We do have an Internet use policy, but it does not address using online payment systems. The majority of our hardware and software are purchased using the Internet and a credit card. We have credit cards assigned to Administrative staff for purchasing and only once in the three years that we have had the cards has someone's account been compromised. It was compromised by giving the credit card number over the telephone. The person who took the information over the phone went directly out and purchased three very expensibe handbags, the very same day. Personlaly I have been using online banking and purchasing over the Internet for years and feel more comfortable than giving it verbally or handing it to someone. I educate and keep the users up to date on security issues on a weekly basis. I do believe that educating users keeps the network safe.

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Email Scams

by mb11010 In reply to Know the risks of using o ...

You mention worms, and fraudulent payment systems ... I won't tounch on those in this, but you also mention email scams.

Email scams can be easily avoided with a bit of education (which you also mention). What you didn't mention is HOW to avoid them. It's extremely simple. DON'T give credit card, or any personal information for that matter, in responce to an email.

If you recieve an email asking for ANY information, go to the merchant/bank's website and get their customer service number (do not use the number in the email w/o verifying it at the web site). Then you call customer service and explain the situation. Most sites will tell you that they will not ask for passwords/card #s/or other private information via email. If they call you, then you ask for their name and extension # then GO TO THE SITE, get the phone #, and call them back.

If they ask you to email them any private information, then you ask to speak to their supervisor. If they still require you to send it via email, then you tell them that you wish to cancel your transaction. They are required, by law, to allow you to cancel a pending transaction. DO NOT EVER send private information via email, you're phone line is dramatically more secure.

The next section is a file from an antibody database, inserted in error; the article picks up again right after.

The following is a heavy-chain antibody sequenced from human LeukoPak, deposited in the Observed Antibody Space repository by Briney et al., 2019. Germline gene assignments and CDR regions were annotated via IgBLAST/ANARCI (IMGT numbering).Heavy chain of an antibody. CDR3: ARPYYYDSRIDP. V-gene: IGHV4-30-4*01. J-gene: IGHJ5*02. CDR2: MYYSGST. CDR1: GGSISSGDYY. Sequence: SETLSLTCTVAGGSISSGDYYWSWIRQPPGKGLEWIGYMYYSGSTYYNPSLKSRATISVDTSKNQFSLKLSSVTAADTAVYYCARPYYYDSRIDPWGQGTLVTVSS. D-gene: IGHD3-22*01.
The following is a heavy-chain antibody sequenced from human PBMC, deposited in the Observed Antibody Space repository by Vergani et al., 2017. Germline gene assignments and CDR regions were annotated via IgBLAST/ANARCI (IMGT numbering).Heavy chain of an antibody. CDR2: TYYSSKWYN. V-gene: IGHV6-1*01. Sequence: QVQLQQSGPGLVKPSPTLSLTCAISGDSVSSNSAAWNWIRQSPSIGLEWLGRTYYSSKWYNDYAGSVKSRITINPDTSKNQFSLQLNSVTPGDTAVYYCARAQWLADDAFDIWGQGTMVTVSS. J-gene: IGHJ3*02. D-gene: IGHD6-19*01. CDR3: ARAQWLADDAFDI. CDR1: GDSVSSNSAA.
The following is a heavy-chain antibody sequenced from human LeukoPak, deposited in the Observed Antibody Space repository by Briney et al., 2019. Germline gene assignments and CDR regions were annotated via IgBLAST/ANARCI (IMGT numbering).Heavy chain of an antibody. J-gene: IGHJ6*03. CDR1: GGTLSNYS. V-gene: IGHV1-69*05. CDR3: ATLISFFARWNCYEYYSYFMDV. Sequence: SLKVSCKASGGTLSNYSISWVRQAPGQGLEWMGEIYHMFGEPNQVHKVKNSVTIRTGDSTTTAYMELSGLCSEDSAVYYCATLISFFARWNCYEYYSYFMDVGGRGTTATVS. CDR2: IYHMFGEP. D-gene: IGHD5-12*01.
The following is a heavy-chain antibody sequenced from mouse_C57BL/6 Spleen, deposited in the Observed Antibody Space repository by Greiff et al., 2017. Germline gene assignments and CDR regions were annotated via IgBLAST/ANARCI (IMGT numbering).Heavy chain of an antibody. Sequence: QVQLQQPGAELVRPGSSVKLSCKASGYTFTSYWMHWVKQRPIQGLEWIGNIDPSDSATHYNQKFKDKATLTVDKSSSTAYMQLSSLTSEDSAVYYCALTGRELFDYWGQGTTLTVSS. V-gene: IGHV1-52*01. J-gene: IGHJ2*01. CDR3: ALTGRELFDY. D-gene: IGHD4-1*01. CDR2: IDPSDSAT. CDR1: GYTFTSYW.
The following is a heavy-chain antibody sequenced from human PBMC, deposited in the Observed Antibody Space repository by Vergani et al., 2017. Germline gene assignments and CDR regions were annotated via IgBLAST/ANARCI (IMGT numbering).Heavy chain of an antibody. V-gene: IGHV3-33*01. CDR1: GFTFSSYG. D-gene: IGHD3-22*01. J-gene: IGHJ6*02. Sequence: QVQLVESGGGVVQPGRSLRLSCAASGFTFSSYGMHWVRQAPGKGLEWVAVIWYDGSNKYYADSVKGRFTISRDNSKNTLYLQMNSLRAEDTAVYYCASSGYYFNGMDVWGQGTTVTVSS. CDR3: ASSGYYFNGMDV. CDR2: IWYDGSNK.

Following those guidelines, you are extremely unlikely to fall victim to email based fraud/identity theft attempts.


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by Jaqui In reply to Email Scams

you forgot to mention:
NEVER follow a link in an email requesting confidential information.

just took a phishing awareness quiz, before even looking into phishing.
got 80% with no real knowledge of phishing.
spent the time since looking into it.
teaching people and associates how to spot it all the time now.

best way to stop the risk, education.

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The sky is falling

by Konza In reply to Know the risks of using o ...

I think the article over-states the risks. For the most part, people who respond to fraudulent emails only endanger their own credit, not their company's. With all the press that fraudulent emails and scams have gotten, if you have an employee that responds to one of them---without question---with sensitive company information, perhaps you have the wrong person in that position. And if your company's IT department is doing their job, current antivirus and malware software and user education, a virus or worm should not be an issue.

I've been banking and purchasing online for quite some time now and the only instance of fraudulent use of my credit information can be directly traced to an employee of a physical retail store where I used my card.

I can't say that financial transactions on the internet have no risk, I just think that you can get scammed anywhere, the risk is the same across the board.

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Too funny..........

by dafe2 In reply to The sky is falling

The problem with the press is that "security" "patch" and virus alerts are so GD poorly written and articulated like some kind of massive emrgency every second week is that nobody listen to the BS anymore........and IMO is usually absurd and blown way out of proportion.

Now that I have that out my system -

As stakeholders, it is our JOB (IT / BIS) to make sure that we keep in touch with these things, evaluate any threats then take corrective action where and when it's required.

I agree with your views, the best defense is an educated user base. A competent (and slightly paranoid, IT / BIS group helps too)

IMO the only role the Press and Pundits play in your world and mine is comic relief. grrr

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Emergencies are how they get to keep their jobs

by jdclyde In reply to Too funny..........

It is just like the TV reports of watch tonight on news 6 at 6 to keep from getting killed while making a sandwich.

Same for security. There is someone every four secondes trying to break into your computer. oooooh.

Get a firewall and 98% of the threats are gone, and all you have left is the porn surfing CEO that you have to worry about. (for anyone who has been following current discussions)

Getting a policy is all nice and fine, but most IT staff are not in a position to enforce the policy and the last thing I want is to become the IT Nazi.

Secure the systems.
Do backups.
Go on with your life.